In retrospect I realize that I wasn’t being anti-social or even particularly rebellious, I just understood that I would rather be ostracized for who I desired to be rather than be rejected for attempting to endear myself to people I truly didn’t like that much to begin with… and if I couldn’t look debonair, then at least I would look weird. In brief, it was better to be feared than ridiculed.

I think this is why — animal mutilations aside — I have a soft spot for this brood. When all is said and done the members of the C.B.W.P. are just kids. Lonely, confused kids who are attempting to carve a niche for themselves in the all too brutal world of suburban high school.

Clinical psychologist, Dr. Anne Esquivel, confirmed the assessment that the adolescents are likely are drawn to the packs in search of recognition and approval, but she warned that there could also be a dark side to joining the pack:

“They need to feel included in something. These are going to be kids that are going to be socially isolated. Maybe they don’t have a taut family unit… Whenever you go to such lengths to be eccentric, you are going to be ostracized. You want acceptance, but you’re setting yourself up to not be accepted.”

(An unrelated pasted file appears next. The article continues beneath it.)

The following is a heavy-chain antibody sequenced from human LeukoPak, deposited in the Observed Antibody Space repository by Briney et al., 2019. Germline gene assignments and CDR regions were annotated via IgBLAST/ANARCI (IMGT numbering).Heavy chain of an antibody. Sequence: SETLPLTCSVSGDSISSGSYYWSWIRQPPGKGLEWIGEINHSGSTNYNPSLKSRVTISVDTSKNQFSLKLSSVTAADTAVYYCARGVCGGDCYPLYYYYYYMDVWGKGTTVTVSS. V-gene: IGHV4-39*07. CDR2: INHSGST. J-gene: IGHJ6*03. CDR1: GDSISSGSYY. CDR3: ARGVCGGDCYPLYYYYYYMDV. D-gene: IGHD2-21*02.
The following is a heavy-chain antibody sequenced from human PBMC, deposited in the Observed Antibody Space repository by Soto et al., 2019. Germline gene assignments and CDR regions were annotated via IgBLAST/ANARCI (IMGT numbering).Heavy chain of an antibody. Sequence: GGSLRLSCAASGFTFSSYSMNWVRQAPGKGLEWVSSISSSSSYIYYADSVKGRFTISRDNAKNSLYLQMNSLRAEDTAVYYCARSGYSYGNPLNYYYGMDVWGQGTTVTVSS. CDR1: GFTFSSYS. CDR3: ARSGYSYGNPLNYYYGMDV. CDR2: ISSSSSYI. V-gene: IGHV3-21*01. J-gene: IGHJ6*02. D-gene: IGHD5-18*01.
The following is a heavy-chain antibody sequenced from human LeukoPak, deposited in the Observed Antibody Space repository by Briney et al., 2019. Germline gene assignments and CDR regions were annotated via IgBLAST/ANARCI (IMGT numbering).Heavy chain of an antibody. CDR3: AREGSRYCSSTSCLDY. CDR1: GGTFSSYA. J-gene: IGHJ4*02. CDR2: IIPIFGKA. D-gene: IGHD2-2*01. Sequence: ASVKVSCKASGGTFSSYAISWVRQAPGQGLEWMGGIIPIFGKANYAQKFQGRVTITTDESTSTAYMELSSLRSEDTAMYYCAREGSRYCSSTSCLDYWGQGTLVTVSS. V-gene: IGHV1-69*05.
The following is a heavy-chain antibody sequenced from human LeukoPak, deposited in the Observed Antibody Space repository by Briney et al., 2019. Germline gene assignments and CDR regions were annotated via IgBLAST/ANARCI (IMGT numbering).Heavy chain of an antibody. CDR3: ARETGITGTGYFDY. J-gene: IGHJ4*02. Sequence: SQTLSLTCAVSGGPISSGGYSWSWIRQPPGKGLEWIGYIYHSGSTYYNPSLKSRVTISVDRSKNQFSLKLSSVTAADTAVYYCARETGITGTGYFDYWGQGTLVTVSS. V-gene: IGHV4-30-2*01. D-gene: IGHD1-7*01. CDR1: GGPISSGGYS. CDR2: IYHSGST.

Had they been born a few decades before they might have been punk or goth or headbangers, but their generation just happened to come of age in an era when pop culture and the paranormal are forming a unique nexus that permits youngsters looking for a sense of identity to become werewolves — at least in the restricts of their own minds.

So while the claws, tails, contacts, collars, pointed ears and post-90s prepackaged androgynous anarchy may come off as hokey to some, it’s truly just the same stylistic rebellion that’s been fought time and time again inbetween each fresh generation with the one that came before it.

Understanding, to a degree anyway, the psychological context of a phenomenon like this is one thing, but there are still some pack members who claim that they have genuine wolf’s blood furious through their veins. So the question we have to ask now is; are we dealing with a case of authentic, lunar influenced lycanthropy or the dawn of a…